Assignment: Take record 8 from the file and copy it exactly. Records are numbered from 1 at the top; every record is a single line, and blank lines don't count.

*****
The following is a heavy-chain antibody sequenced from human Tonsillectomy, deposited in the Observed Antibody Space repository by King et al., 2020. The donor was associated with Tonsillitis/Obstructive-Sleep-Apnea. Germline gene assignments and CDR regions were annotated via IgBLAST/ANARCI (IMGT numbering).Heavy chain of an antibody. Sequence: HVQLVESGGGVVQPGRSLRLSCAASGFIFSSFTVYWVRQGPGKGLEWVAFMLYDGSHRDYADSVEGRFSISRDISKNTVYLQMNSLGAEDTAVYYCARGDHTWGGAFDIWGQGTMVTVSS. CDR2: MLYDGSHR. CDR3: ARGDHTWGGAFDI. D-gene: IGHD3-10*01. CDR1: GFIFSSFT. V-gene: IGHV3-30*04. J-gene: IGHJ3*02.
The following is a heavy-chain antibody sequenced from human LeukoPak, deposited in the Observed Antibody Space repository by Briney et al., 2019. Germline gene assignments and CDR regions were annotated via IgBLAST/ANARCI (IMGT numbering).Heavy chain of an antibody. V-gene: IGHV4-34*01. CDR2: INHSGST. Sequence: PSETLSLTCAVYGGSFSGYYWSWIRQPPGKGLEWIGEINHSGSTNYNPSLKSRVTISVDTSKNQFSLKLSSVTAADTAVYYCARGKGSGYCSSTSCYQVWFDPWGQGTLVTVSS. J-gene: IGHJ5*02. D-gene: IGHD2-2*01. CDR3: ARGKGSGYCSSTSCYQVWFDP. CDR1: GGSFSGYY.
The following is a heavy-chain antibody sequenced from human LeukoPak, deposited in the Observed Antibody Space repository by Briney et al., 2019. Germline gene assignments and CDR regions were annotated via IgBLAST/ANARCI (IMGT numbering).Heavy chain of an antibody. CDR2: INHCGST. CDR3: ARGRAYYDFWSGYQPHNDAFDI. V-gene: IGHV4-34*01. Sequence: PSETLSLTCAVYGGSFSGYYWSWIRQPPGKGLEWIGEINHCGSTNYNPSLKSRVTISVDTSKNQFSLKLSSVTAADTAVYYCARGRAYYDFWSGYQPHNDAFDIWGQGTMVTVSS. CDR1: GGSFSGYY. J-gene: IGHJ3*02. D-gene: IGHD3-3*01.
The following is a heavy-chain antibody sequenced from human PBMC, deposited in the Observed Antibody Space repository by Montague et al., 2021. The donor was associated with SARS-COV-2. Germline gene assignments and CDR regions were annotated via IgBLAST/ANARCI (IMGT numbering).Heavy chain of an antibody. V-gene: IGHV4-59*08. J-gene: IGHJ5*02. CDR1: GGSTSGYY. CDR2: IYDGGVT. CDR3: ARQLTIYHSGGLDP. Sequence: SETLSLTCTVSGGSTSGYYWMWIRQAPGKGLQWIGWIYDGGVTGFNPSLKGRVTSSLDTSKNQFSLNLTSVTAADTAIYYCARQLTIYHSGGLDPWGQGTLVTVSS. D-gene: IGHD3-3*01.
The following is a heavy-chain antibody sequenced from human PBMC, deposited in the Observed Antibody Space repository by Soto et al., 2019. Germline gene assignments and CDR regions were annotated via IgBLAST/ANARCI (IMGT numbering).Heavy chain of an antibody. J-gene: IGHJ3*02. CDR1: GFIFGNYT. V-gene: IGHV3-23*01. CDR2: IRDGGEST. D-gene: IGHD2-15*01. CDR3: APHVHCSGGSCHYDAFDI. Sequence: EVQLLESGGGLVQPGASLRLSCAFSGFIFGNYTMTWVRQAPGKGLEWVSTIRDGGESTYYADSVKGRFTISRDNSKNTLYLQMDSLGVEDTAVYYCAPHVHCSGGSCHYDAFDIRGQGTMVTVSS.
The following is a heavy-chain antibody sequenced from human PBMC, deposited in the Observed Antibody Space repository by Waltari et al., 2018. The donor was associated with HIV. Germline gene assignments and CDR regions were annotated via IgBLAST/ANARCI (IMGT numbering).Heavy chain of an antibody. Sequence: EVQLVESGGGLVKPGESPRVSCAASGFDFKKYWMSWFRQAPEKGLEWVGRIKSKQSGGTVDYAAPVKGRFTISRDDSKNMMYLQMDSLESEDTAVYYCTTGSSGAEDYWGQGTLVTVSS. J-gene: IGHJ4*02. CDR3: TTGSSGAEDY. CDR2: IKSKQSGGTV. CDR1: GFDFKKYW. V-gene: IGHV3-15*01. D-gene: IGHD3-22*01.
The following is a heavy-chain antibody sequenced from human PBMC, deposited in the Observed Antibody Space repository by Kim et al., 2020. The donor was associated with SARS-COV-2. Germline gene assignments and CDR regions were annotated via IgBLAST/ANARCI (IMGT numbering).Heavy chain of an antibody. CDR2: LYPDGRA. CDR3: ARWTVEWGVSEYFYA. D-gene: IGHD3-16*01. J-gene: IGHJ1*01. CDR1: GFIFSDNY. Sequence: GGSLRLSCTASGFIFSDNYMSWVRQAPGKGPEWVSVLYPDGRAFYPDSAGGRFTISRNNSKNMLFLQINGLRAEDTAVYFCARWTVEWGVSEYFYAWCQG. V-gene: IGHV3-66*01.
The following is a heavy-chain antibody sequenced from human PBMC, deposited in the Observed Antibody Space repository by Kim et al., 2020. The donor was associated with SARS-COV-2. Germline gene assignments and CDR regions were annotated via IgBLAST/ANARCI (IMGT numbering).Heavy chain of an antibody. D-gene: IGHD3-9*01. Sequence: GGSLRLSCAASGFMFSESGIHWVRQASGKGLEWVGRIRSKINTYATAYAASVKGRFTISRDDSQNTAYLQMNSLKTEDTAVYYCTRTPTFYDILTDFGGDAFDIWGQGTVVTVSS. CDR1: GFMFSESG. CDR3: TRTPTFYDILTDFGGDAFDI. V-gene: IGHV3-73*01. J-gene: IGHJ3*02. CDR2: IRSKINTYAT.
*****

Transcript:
The following is a heavy-chain antibody sequenced from human PBMC, deposited in the Observed Antibody Space repository by Kim et al., 2020. The donor was associated with SARS-COV-2. Germline gene assignments and CDR regions were annotated via IgBLAST/ANARCI (IMGT numbering).Heavy chain of an antibody. D-gene: IGHD3-9*01. Sequence: GGSLRLSCAASGFMFSESGIHWVRQASGKGLEWVGRIRSKINTYATAYAASVKGRFTISRDDSQNTAYLQMNSLKTEDTAVYYCTRTPTFYDILTDFGGDAFDIWGQGTVVTVSS. CDR1: GFMFSESG. CDR3: TRTPTFYDILTDFGGDAFDI. V-gene: IGHV3-73*01. J-gene: IGHJ3*02. CDR2: IRSKINTYAT.